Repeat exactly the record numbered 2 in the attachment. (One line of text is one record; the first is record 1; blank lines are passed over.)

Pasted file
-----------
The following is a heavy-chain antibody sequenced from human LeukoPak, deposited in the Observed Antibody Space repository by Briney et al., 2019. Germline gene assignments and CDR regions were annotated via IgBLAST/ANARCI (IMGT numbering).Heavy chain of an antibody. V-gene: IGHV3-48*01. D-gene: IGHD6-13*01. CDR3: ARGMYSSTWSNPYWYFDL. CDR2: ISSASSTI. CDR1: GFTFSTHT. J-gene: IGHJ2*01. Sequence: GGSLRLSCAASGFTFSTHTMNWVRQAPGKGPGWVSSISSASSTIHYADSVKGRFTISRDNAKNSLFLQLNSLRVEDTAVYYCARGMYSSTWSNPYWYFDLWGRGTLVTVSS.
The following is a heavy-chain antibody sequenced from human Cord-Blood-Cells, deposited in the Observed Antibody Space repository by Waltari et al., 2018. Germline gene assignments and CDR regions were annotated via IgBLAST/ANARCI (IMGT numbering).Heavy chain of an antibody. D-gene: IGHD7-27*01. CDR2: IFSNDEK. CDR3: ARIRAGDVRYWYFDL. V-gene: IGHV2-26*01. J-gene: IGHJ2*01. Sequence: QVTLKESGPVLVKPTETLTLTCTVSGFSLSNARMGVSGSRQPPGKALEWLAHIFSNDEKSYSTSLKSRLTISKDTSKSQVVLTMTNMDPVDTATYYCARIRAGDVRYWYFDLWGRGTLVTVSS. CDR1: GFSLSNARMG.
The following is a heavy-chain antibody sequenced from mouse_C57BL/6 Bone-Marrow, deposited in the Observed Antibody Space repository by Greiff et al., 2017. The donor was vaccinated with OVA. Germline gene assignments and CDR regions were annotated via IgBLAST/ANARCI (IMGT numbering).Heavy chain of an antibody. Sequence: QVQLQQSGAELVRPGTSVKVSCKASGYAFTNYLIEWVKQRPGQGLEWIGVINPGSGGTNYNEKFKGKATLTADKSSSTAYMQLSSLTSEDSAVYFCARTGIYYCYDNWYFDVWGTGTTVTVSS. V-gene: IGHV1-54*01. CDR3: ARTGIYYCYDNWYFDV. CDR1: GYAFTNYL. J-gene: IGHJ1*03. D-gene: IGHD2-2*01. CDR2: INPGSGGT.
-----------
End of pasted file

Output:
The following is a heavy-chain antibody sequenced from human Cord-Blood-Cells, deposited in the Observed Antibody Space repository by Waltari et al., 2018. Germline gene assignments and CDR regions were annotated via IgBLAST/ANARCI (IMGT numbering).Heavy chain of an antibody. D-gene: IGHD7-27*01. CDR2: IFSNDEK. CDR3: ARIRAGDVRYWYFDL. V-gene: IGHV2-26*01. J-gene: IGHJ2*01. Sequence: QVTLKESGPVLVKPTETLTLTCTVSGFSLSNARMGVSGSRQPPGKALEWLAHIFSNDEKSYSTSLKSRLTISKDTSKSQVVLTMTNMDPVDTATYYCARIRAGDVRYWYFDLWGRGTLVTVSS. CDR1: GFSLSNARMG.